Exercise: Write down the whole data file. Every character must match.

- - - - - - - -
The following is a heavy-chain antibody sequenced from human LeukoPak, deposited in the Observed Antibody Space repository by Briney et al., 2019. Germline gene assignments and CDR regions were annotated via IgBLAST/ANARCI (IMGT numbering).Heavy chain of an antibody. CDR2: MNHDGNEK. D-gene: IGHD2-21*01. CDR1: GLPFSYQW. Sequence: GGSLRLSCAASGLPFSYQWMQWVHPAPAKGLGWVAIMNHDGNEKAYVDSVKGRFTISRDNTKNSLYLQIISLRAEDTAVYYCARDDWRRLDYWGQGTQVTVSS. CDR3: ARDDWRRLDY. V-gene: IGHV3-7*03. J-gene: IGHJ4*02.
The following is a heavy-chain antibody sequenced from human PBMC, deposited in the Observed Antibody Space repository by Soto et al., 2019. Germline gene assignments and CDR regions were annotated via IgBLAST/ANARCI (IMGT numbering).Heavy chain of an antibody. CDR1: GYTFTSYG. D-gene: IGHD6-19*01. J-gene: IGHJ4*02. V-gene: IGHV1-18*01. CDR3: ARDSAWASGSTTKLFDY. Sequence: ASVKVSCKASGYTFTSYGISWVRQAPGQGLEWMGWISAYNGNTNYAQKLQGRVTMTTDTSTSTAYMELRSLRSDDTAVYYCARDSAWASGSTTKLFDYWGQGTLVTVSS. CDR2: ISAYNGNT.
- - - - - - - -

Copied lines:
The following is a heavy-chain antibody sequenced from human LeukoPak, deposited in the Observed Antibody Space repository by Briney et al., 2019. Germline gene assignments and CDR regions were annotated via IgBLAST/ANARCI (IMGT numbering).Heavy chain of an antibody. CDR2: MNHDGNEK. D-gene: IGHD2-21*01. CDR1: GLPFSYQW. Sequence: GGSLRLSCAASGLPFSYQWMQWVHPAPAKGLGWVAIMNHDGNEKAYVDSVKGRFTISRDNTKNSLYLQIISLRAEDTAVYYCARDDWRRLDYWGQGTQVTVSS. CDR3: ARDDWRRLDY. V-gene: IGHV3-7*03. J-gene: IGHJ4*02.
The following is a heavy-chain antibody sequenced from human PBMC, deposited in the Observed Antibody Space repository by Soto et al., 2019. Germline gene assignments and CDR regions were annotated via IgBLAST/ANARCI (IMGT numbering).Heavy chain of an antibody. CDR1: GYTFTSYG. D-gene: IGHD6-19*01. J-gene: IGHJ4*02. V-gene: IGHV1-18*01. CDR3: ARDSAWASGSTTKLFDY. Sequence: ASVKVSCKASGYTFTSYGISWVRQAPGQGLEWMGWISAYNGNTNYAQKLQGRVTMTTDTSTSTAYMELRSLRSDDTAVYYCARDSAWASGSTTKLFDYWGQGTLVTVSS. CDR2: ISAYNGNT.